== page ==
- Register Rewards will not “roll”. This means that if you follow our instruction and separate your two toothpastes from the above example into two transactions, you should not use the $3.00 Register Reward produced from the purchase of toothpaste #1 to offset your payment of toothpaste #2. If you do, you will not receive a new $3.00 Register Reward for the purchase of toothpaste #2.
- To maximize Register Reward savings, you have two options.
Buy 1 Colgate Toothpaste $4.99
Use $1.00/1 manufacturer coupon
Pay: $3.99, Receive $3.00 Register Reward
Buy 1 Nivea Lotion $8.99
Use $3.00/1 manufacturer coupon
Use $3.00 Register Reward from Colgate
Pay: $2.99, Receive $2.00 Register Reward
Buy 1 Colgate Toothpaste $4.99
Use $1.00/1 manufacturer coupon
Use $2.00 Register Reward from Nivea
Pay: 1.99, Receive $3.00 Register Reward
lather, rinse, repeat. . .
If you receive a Register Reward generated by the purchase of product X, you cannot use it to buy a second product X if you want another Register Reward to print. The best way to get around this is to find 2 different products that trigger a similar value Register Reward and alternate buying those items in separate transactions. Pay for product Y using the Register Reward from product X, then use the Register Reward from product Y to pay for your second product X and so on. (Now go ahead, reread this paragraph a few times until it clicks!)
Roll week-to-week. I like to use as little brain power as possible (since my brain cells are dwindling with every new day of motherhood), so I prefer to roll my Register Rewards from week to week. This means that during my very first shopping trip to Walgreens as a “coupon virgin”, I paid quite a bit out of my pocket, probably about $30. But I walked out with a wallet full of $24 in Register Rewards, which I saved for the next week. Then during week two, I used all my Register Rewards from week 1 and didn’t have to worry about any conflicts like I would have by separating product X from product Y. For me, rolling week to week is a no-brainer.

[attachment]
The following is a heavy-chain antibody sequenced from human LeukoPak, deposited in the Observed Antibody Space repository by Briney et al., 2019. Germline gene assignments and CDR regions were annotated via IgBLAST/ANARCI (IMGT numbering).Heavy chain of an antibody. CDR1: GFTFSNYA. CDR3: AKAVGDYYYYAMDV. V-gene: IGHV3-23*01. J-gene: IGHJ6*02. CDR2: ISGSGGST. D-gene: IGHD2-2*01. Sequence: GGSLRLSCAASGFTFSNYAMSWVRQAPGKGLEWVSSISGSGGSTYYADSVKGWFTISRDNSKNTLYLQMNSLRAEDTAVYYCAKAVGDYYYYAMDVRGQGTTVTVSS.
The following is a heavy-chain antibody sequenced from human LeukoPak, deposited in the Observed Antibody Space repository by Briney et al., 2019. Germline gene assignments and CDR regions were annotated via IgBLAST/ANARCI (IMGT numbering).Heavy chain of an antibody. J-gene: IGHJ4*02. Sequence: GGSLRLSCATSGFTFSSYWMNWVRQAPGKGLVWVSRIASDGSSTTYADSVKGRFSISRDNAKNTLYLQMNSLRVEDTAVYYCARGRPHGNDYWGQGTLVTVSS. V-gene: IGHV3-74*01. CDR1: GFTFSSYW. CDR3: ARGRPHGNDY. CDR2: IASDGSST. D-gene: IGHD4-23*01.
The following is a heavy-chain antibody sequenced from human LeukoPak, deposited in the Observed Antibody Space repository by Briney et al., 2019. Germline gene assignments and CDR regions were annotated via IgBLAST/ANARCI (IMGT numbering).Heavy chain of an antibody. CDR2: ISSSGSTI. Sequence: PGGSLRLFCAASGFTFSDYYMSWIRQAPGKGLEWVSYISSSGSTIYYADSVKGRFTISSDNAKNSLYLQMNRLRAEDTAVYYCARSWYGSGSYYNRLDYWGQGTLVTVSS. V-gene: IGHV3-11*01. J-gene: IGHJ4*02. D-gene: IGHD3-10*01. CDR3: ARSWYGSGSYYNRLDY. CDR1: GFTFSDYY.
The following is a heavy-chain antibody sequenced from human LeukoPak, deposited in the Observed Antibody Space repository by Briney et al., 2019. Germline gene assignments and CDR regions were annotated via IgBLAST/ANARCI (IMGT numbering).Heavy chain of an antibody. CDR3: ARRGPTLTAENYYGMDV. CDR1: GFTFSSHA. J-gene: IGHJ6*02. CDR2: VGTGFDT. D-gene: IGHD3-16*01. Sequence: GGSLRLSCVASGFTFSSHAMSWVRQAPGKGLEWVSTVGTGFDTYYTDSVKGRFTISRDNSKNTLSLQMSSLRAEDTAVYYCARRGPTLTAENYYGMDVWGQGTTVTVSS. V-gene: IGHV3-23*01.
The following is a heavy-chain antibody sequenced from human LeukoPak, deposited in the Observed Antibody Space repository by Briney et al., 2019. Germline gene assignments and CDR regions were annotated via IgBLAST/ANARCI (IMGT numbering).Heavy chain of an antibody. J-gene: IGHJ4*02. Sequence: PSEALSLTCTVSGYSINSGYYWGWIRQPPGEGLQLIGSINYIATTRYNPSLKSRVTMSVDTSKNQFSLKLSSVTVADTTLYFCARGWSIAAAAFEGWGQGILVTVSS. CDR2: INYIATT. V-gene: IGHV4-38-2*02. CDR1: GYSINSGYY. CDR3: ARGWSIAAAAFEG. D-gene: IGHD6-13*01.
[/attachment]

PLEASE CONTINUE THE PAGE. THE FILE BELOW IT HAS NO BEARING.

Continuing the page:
Monthly Savings Book
Another great way to save at Walgreens is with their monthly coupon booklet found near the entrances by the weekly ads. You will not need to clip these. If you are buying 2 of the same item and there is a coupon for it, simply show it to the cashier and she will scan it once. If you bought 2 items, it will apply the coupon 2 times. These are store coupons and can be used in conjunction with manufacturer coupons to maximize savings.
These free magazines are usually found near the pharmacy or beauty counter. They have articles as well as a mix of both Walgreen store coupons and manufacturer coupons. The store coupons, obviously, must be redeemed at Walgreens. The manufacturer coupons may be redeemed at any store.
The cash register at Walgreens will not allow the cashier to accept more manufacturer coupons than total products purchased. If you are purchasing five items, using five manufacturer coupons and a Register Reward, the cash register will make an angry beep and reject the sixth coupon. The cashier will not be able to override this action, so you, as the consumer need to know how to troubleshoot the problem! A Register Reward is recognized by the computer system as a manufacturer coupon. Each manufacturer coupon contains a barcode, and the register matches each manufacturer coupon with one of the products in the shopping order. When the cashier attempts to scan the sixth coupon in the above example, the register cannot find a correlating product and rejects the coupon.
To solve this dilemma, you may purchase what we call a “filler” item. This refers to any inexpensive product in the store that you add to your purchase so the register will accept that extra sixth coupon. This might be a small candy caramel ($0.39) or pencil ($0.05) near the register or — my personal favorite — an extra copy of the Sunday paper. It doesn’t matter what the product is or even what it costs. You just need to ensure that you have at least as many items as manufacturer coupons. Here’s the equation: total number of Register Rewards+ total number of manufacturer coupons cannot exceed total number of products purchased. Got it?
Right now, couponing at Walgreens may seem about as easy as doing long division, but I promise it isn’t as bad as you think!